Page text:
Review: Dead Animals, by CS DeWildt

6 Sep


So I’d read and loved Mr. DeWildt’s Candy and Cigarettes about a year ago. And, I’d been vaguely aware that both before and after that novella was published he’d put out a lot of short stories. But, for whatever reason, I’d never read any of them. So one of the great things about buying and reading Dead Animals is I finally got a chance to catch up.

As you, my loyal readers, know, I only review books that I adore. So, of course, I adored this book.

It’s great, it’s illuminating, it’s poetic, it’s totally original and totally delightful. Why? Let me tell you.

You know how a lot of lit, even good lit, still seems to be about other stories, other books? Does that make sense? So often it is the same old things: the same settings, the same characters, the same language, the same conclusions — just filtered through a new writer’s voice.

That is NOT the case here with Dead Animals. Every story here is about a person and a place and a situation that could actually exist but that — as far as I can tell — has never been told, has never been sketched or painted before. I dare you to read this book and find a cliché. Seriously, try it.

Sure, DeWildt casts his eyes on some familiar territory: relationships, families, compulsions, sexuality, violence, but his lens has a totally unique and different focus.

Example: the story Shakesperian Variety. This is about a math teacher who cannot help himself from lusting after the high school girls he teaches. He loves them, one in particular — Michelle. He and Michelle get very involved and the story turns nasty but only briefly and then ends in an almost banal way.

Or Love Among Apes. Sure, maybe there has been a great story  before about a man afflicted with delusory parasitosis before this, but not that I know of, and, if there was, it was nothing like this one.

Corbin’s Dreams Take Flight at first could, I guess, seem like any another story about red neck trailer trash. I mean, it does take place in a trailer park, and, the people are plenty trashy, but, wow, this story has details and shadings of such characters that are brand new — believe me. Plus, a really good guy gets a bird’s beak glued to his fingers.

You Just Never Know Where It’s Been is the story of kind of an asshole who spends a little time in jail for beating up a girl and while in jail has a poignant homosexual moment involving piss. It’s actually quite lovely.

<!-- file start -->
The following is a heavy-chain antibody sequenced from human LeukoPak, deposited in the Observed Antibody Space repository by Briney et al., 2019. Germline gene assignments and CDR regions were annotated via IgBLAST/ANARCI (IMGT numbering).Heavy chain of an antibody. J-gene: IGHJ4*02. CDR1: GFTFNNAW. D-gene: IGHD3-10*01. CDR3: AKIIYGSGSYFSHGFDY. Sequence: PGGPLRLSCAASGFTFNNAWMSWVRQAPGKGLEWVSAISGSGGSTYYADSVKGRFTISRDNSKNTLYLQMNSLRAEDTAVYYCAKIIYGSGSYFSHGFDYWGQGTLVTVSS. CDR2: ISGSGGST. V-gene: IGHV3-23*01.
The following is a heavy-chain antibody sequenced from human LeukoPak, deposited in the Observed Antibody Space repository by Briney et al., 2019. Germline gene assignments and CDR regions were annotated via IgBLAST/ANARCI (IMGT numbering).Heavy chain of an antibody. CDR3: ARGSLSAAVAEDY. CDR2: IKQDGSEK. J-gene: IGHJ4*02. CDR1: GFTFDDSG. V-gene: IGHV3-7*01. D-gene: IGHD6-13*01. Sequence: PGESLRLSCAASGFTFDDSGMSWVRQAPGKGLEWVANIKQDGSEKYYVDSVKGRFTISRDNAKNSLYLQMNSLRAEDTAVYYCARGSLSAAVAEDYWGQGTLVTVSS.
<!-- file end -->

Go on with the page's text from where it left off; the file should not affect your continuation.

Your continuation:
That Boy Got Dynamite in His Hands is one of my favorites. In about a 60 minute span of time the worst possible things happen to three sets of families. I love that.

The Yard Sale is really just a love story. Really. I could feel it.

The third paragraph of Tu’s Chicken begins with this sentence: “Dad had killed four people in his life.” What follows does NOT disappoint.

My second or third favorite is The Tree House. In this story a boy spends the summer after the end of high school up in a tree house acting crazy. Three of his long-time childhood friends come by one night to try and talk him down. It doesn’t work and one of the friends starts to act really crazy, in a really new and original way. It’s completely shocking.

Presents in Lieu of Child Support, here is the first paragraph:

My little brother was born on X-mas. Dad said he must have been Santa’s baby because the kid sure as hell wasn’t his. Then Dad left. I remember being so mad at Santa for screwing up my family that I took all the presents labeled with my name and burned them out in the backyard. To this day I associate the smell of lighter fluid and melting plastic with snow and X-mas.

Even a Face Can Be a Canvas is about an intellectual-artistic type guy who gets humiliated by a girl and beat up by some non-intellectuals while out drinking. It’s pretty good.

Other than quoting really long passages, or entire stories, I don’t know what else to do to make you want to read this book. You get that it will change how you look at things, right?




One Response to “Review: Dead Animals, by CS DeWildt”


  1. Praise for CS DeWildt’s Dead Animals | Martian Lit - January 12, 2014

    […] Mike Monson calls Dead Animals “great… illuminating… poetic… totally original and totally delightful.” He adds that the book “will change how you look at things.” […]

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